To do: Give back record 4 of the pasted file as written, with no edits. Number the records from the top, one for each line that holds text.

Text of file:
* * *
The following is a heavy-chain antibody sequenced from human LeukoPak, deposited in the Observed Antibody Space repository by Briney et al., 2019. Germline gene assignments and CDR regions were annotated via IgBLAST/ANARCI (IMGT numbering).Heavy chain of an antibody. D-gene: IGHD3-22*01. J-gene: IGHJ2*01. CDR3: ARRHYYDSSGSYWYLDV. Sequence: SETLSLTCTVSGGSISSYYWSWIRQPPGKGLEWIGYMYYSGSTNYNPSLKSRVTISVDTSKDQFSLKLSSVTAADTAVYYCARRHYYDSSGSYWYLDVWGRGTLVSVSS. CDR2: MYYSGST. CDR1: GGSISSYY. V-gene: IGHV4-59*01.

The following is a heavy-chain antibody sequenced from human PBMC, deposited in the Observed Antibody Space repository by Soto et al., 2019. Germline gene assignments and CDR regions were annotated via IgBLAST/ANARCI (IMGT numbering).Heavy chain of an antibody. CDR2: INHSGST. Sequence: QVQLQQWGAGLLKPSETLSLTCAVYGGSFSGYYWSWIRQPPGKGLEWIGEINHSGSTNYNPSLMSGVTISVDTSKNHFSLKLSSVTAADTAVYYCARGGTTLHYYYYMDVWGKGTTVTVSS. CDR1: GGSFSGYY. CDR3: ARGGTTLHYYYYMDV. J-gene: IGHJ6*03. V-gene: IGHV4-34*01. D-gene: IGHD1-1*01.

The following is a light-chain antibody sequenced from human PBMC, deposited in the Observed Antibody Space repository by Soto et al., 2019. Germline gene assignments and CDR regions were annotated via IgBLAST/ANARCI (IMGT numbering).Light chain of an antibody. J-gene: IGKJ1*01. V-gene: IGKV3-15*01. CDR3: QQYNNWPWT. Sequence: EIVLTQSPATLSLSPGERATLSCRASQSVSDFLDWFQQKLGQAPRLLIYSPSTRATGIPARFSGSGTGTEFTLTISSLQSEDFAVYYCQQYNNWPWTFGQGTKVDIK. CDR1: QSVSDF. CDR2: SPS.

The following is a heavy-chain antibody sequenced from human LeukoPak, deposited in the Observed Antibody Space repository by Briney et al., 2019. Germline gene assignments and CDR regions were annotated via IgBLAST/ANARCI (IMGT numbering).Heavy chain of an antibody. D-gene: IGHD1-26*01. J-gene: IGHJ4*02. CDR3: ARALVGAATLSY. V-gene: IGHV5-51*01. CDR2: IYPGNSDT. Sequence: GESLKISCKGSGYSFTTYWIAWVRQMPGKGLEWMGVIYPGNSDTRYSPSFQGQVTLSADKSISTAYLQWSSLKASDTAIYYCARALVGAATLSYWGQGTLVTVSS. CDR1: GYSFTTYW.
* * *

The following is a heavy-chain antibody sequenced from human LeukoPak, deposited in the Observed Antibody Space repository by Briney et al., 2019. Germline gene assignments and CDR regions were annotated via IgBLAST/ANARCI (IMGT numbering).Heavy chain of an antibody. D-gene: IGHD1-26*01. J-gene: IGHJ4*02. CDR3: ARALVGAATLSY. V-gene: IGHV5-51*01. CDR2: IYPGNSDT. Sequence: GESLKISCKGSGYSFTTYWIAWVRQMPGKGLEWMGVIYPGNSDTRYSPSFQGQVTLSADKSISTAYLQWSSLKASDTAIYYCARALVGAATLSYWGQGTLVTVSS. CDR1: GYSFTTYW.